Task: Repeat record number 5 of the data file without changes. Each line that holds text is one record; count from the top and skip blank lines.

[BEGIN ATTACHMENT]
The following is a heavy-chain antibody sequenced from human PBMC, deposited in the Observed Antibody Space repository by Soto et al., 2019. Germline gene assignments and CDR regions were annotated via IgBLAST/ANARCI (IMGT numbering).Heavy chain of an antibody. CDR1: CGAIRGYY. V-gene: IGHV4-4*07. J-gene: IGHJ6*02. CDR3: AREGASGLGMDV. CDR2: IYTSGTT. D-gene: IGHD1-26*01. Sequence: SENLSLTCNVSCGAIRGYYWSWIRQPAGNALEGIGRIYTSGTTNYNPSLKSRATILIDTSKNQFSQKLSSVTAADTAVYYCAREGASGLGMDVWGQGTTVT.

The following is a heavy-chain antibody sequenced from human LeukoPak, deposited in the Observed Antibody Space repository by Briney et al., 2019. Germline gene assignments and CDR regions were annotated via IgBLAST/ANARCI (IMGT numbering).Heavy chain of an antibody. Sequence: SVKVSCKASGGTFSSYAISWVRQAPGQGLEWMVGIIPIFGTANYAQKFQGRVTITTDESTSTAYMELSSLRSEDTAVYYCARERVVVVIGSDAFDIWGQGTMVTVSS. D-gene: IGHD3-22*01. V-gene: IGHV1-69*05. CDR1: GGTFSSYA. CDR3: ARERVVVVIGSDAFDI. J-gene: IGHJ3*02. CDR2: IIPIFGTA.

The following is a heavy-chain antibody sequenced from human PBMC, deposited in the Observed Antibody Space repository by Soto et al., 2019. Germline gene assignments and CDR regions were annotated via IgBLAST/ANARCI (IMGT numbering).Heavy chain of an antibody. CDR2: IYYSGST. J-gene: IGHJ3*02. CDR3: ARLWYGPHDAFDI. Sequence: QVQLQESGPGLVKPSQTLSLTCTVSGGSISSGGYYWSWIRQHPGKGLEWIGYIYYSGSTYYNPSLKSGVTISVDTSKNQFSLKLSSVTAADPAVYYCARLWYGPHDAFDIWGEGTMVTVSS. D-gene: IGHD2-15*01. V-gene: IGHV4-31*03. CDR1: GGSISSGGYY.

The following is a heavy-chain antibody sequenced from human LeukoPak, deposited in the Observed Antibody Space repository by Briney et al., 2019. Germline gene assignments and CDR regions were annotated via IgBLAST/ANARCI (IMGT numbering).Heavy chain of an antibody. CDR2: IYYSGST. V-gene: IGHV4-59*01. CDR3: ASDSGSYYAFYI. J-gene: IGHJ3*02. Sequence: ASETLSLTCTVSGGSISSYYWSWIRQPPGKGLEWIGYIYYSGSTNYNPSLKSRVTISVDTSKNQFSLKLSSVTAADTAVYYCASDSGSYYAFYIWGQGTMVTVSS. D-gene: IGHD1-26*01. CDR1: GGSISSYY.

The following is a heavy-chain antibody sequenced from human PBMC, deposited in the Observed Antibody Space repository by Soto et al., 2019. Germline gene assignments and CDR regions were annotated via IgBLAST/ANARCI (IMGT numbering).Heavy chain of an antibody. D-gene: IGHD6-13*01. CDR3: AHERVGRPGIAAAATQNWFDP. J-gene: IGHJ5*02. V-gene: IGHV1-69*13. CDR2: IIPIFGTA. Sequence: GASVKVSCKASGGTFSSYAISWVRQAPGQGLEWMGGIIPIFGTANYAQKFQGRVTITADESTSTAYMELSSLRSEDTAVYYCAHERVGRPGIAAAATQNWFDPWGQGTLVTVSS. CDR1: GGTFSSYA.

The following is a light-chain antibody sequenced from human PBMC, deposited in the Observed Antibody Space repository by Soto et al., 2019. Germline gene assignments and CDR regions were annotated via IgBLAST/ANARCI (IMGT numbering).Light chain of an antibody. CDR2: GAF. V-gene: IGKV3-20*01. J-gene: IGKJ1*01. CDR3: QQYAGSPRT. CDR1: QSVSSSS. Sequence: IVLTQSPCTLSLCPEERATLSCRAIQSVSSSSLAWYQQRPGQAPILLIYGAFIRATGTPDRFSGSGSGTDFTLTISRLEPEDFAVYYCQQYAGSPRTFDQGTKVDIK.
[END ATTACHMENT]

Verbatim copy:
The following is a heavy-chain antibody sequenced from human PBMC, deposited in the Observed Antibody Space repository by Soto et al., 2019. Germline gene assignments and CDR regions were annotated via IgBLAST/ANARCI (IMGT numbering).Heavy chain of an antibody. D-gene: IGHD6-13*01. CDR3: AHERVGRPGIAAAATQNWFDP. J-gene: IGHJ5*02. V-gene: IGHV1-69*13. CDR2: IIPIFGTA. Sequence: GASVKVSCKASGGTFSSYAISWVRQAPGQGLEWMGGIIPIFGTANYAQKFQGRVTITADESTSTAYMELSSLRSEDTAVYYCAHERVGRPGIAAAATQNWFDPWGQGTLVTVSS. CDR1: GGTFSSYA.